Thursday, December 1, 2011

Jackbooted Legions Coming to Arrest Us All??

Probably not.  Reader Larry E. points me to a current flap amongst conservatives (check out the update as well).  Larry hadn't read the bill, so wasn't sure just how bad this really was – but certainly didn't like the sound of it.

I found the text of the bill, and below is the language in question (Section 1031 of Senate Bill 1867, the National Defense Authorization Act for 2012).  My reading of this: it authorizes the President to use military force to go after the 9/11 terrorists, al-Qaeda, the Taliban, or others associated with them.  Assuming that the last part of that is faithfully followed, I don't have any problem with this.  If a member of the Taliban happens to be an American citizen, I still want the Marines to put a bullet in his heart.  I believe our military is far better equipped to deal with many terrorist attack scenarios than our police forces are.

If I'm interpreting the hyperbolic fire-breathing of those wailing about this correctly, they're afraid that just about anybody could be accused of collaboration with al-Qaeda or the Taliban, and would then become subject to indefinite military detention (or even direct military action).  I understand this fear, but I don't think this bill significantly expands the probability of such a thing.  Both Bush and Obama have unilaterally asserted all sorts of Presidential powers that reasonable men believe were not theirs to grab.  For example, it's not at all clear that Obama actually had the authority to order U.S. troops to fight in Libya.  There has been precious little resistance to any of these power grabs.  Even in the absence of this bill, if Obama decided to incarcerate (let's say) some citizens of Detroit accused of being al-Qaeda funding sources in Guantanamo, do you really thing the absence of clear authority would stop him?  I do not, nor do I think it would have stopped Bush.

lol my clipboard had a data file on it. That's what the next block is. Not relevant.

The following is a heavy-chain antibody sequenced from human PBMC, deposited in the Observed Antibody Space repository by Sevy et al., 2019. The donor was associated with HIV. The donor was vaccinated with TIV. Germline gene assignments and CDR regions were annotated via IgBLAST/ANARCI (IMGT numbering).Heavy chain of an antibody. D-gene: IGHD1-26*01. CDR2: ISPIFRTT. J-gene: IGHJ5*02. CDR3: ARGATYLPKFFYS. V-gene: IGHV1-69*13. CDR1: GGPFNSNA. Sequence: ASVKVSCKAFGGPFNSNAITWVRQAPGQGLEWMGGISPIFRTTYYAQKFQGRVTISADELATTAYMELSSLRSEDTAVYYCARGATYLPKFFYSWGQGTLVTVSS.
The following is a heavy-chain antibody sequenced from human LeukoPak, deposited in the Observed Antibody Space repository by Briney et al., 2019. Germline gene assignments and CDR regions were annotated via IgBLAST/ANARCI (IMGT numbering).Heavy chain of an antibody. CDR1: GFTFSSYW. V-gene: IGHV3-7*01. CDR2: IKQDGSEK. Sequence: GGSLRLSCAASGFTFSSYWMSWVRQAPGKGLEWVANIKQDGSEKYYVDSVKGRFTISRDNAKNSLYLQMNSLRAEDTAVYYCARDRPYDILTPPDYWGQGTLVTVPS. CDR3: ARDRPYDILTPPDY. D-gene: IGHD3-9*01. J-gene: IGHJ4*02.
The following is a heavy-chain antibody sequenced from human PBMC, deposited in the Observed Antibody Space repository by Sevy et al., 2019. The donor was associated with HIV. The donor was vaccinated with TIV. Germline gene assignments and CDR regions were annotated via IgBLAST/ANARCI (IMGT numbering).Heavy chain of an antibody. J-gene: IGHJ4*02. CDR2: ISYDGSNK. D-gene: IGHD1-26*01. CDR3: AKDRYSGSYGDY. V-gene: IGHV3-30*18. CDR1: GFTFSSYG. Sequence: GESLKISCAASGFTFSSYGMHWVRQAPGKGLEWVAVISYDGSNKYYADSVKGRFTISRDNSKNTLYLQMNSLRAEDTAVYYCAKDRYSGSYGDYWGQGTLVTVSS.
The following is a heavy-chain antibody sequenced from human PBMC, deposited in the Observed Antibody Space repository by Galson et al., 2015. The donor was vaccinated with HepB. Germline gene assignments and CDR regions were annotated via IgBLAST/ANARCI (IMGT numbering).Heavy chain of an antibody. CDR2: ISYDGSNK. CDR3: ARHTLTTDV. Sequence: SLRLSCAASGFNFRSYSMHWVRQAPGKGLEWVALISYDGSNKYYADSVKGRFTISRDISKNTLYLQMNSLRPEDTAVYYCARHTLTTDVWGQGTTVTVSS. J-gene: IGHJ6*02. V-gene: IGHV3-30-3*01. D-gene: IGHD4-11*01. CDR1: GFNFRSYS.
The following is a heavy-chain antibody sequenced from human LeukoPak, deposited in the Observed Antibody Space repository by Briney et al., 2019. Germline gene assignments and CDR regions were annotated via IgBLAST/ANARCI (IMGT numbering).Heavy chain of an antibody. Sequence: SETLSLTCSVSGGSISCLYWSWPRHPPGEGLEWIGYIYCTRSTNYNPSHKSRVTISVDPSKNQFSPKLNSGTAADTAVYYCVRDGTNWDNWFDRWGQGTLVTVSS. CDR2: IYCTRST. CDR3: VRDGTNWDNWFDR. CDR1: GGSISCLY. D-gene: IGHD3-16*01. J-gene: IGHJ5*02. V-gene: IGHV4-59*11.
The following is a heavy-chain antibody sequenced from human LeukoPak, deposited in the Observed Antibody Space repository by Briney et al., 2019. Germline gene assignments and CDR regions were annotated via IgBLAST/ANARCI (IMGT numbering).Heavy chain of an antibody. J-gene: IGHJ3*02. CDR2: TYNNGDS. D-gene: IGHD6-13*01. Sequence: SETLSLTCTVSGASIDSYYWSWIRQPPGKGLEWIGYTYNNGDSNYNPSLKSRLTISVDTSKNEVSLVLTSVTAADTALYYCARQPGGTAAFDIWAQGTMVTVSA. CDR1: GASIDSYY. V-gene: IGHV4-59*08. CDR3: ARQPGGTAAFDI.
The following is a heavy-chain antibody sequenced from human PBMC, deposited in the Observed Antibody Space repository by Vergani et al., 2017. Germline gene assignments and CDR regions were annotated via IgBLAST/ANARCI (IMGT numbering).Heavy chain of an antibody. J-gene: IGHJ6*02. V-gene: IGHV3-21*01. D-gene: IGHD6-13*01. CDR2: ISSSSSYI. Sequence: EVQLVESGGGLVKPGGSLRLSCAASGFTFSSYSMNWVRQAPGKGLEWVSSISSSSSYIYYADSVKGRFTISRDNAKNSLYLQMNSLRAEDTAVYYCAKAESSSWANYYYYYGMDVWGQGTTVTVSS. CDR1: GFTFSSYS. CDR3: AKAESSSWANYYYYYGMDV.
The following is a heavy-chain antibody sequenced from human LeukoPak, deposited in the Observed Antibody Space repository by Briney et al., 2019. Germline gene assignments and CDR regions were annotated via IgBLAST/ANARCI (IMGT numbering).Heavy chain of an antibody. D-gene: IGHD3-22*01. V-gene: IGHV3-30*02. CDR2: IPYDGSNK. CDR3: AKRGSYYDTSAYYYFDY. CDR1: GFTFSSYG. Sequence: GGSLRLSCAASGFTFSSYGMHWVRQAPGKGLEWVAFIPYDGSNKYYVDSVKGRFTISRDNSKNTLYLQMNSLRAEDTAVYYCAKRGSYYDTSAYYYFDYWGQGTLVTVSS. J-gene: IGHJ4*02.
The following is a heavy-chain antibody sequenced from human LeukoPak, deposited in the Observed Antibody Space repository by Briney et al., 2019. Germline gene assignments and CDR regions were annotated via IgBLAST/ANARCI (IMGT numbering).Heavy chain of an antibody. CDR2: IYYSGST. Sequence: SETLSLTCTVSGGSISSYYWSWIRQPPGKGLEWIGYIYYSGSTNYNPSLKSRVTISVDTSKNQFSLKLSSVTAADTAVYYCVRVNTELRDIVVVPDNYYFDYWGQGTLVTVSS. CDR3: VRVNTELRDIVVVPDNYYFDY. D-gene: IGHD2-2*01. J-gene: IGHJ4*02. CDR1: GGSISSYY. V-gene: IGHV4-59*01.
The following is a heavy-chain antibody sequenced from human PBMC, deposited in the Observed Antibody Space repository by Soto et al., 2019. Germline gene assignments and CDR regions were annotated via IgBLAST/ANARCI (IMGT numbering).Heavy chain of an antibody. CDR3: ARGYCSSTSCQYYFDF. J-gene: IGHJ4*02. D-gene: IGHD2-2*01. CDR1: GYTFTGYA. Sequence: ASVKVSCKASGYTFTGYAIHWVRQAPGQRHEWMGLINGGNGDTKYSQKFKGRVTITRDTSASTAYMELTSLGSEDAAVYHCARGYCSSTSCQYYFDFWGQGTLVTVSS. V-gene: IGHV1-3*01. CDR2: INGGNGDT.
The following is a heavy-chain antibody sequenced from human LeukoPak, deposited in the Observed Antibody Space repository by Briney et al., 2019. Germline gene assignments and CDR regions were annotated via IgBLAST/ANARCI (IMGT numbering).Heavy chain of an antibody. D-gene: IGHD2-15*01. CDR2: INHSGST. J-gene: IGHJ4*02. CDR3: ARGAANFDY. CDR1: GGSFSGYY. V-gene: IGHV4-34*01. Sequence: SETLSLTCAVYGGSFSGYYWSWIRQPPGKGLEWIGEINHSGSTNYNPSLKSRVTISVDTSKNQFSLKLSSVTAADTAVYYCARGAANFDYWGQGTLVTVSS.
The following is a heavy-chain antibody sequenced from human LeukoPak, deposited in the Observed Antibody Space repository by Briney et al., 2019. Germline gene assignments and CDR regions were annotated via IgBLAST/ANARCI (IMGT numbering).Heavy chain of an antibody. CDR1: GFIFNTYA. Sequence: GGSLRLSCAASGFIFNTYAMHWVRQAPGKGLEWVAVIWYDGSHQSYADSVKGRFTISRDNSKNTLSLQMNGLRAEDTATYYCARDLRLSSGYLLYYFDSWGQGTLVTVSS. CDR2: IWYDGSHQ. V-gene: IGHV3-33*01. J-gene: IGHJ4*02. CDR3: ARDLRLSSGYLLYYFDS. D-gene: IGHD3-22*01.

So I think this is much overblown...


    (a) In General- Congress affirms that the authority of the President to use all necessary and appropriate force pursuant to the Authorization for Use of Military Force (Public Law 107-40) includes the authority for the Armed Forces of the United States to detain covered persons (as defined in subsection (b)) pending disposition under the law of war.
    (b) Covered Persons- A covered person under this section is any person as follows:
      (1) A person who planned, authorized, committed, or aided the terrorist attacks that occurred on September 11, 2001, or harbored those responsible for those attacks.
      (2) A person who was a part of or substantially supported al-Qaeda, the Taliban, or associated forces that are engaged in hostilities against the United States or its coalition partners, including any person who has committed a belligerent act or has directly supported such hostilities in aid of such enemy forces.
    (c) Disposition Under Law of War- The disposition of a person under the law of war as described in subsection (a) may include the following:
      (1) Detention under the law of war without trial until the end of the hostilities authorized by the Authorization for Use of Military Force.
      (2) Trial under chapter 47A of title 10, United States Code (as amended by the Military Commissions Act of 2009 (title XVIII of Public Law 111-84)).
      (3) Transfer for trial by an alternative court or competent tribunal having lawful jurisdiction.
      (4) Transfer to the custody or control of the person's country of origin, any other foreign country, or any other foreign entity.
    (d) Construction- Nothing in this section is intended to limit or expand the authority of the President or the scope of the Authorization for Use of Military Force.
    (e) Requirement for Briefings of Congress- The Secretary of Defense shall regularly brief Congress regarding the application of the authority described in this section, including the organizations, entities, and individuals considered to be `covered persons' for purposes of subsection (b)(2).

1 comment:

  1. Hey, don't be fooled. Many thugs wear perfectly nice Italian loafers too! :)

    Reading the text I can't see anything there that wasn't already the case. The only thing I would be cautious about these days it the phrase "until the end of hostilities". Without a truly declared war or clearly defined opponent this "war on terror" could easily end up indefinite like the "war on drugs" the "war on poverty" and the increasingly popular "war on food"